This essay was intended to be published before the opening of A Raisin in Sun
This fall I have the privilege of returning to the New York stage as an actor in Lorraine Hansberry’s classic A RAISIN IN THE SUN. This is only the fourth professional production in New York City since the Broadway debut in 1959. I last appeared on a New York stage in the fall of 2016, when I notoriously exited a production of Bertolt Brecht’s MOTHER COURAGE. Then and now I am gifted with the opportunity to portray an iconic Mother figure in the American theater.
I’m Experiencing and Intersectional Assault as a “woman” and as a actor
As actor and mother I bring a wealth of wisdom and experience to the world. I have fifty years experience as the former and over thirty five years as the latter. In the seven years since I last acted the role of “mother” on stage, a tremendous amount has changed for the lives of actors and mothers.
Beings with two X chromosomes have lost the safety of the choice to become or not to become “mothers.” And Actors have lost the right to improvisationaly engage with one another . Ironically both changes are couched as “protections.”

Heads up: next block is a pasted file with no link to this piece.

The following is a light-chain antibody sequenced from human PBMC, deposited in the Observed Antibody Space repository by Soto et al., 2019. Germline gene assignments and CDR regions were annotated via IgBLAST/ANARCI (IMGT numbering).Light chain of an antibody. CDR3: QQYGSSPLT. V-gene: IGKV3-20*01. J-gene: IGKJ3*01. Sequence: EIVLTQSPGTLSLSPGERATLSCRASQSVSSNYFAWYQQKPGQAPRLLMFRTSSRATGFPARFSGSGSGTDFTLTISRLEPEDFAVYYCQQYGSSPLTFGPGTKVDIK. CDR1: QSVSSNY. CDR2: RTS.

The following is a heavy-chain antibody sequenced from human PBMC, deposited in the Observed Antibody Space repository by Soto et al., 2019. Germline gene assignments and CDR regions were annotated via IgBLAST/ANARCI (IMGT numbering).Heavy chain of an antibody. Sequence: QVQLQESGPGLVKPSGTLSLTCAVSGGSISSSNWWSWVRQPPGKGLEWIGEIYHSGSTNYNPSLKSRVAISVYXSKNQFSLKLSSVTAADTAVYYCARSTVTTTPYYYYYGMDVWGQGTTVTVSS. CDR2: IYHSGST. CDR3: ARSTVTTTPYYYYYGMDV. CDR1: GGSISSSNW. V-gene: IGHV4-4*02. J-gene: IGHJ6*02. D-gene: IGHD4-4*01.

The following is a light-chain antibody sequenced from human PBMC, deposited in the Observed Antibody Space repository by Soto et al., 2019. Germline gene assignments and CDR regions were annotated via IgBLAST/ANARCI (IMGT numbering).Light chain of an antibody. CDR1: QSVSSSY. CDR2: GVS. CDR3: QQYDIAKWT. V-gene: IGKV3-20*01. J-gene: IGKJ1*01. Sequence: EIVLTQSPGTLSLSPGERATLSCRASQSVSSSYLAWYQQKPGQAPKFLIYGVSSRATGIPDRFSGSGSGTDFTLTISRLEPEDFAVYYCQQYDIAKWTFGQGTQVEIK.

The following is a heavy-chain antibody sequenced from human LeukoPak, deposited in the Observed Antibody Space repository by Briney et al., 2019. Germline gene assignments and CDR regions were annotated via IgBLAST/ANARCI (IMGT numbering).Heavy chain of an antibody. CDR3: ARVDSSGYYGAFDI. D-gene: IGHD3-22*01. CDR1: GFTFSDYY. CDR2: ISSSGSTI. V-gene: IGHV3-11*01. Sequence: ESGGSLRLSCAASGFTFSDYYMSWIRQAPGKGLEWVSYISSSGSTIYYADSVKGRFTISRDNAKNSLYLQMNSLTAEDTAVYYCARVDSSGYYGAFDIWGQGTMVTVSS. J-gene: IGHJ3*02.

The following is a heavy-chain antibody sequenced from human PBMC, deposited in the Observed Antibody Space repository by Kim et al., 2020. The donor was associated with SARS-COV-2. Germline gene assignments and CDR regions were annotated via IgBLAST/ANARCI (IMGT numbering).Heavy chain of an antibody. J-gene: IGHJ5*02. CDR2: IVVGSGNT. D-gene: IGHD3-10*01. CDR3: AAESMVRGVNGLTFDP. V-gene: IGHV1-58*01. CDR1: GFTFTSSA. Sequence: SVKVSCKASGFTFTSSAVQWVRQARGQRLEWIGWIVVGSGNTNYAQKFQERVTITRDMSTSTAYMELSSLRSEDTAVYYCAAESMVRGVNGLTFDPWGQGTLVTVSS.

I started this essay because of a desperate desire to speak up on and behalf of beings with two XX chromosomes. Then I walked into a rehearsal room and realised that actors need someone to speak up for them too. My priority is mothers.
The world has been so tainted by bots and algorithms and ignorance that communication is near impossible. I can no longer write with the assumption that certain words will mean the same thing to the majority of people who read this essay. The “word” which was intended to be a vehicle to convey meaning between people has instead become a cudgel to assert one’s entitlement and superiority over others.
But People and places and experiences existed before words.
And words cannot write or speak their existence away though it seems that many are exercising their “power over” in efforts to do that very task.
Actors and Mothers are usually defined by other people. Those people defining actors and mothers…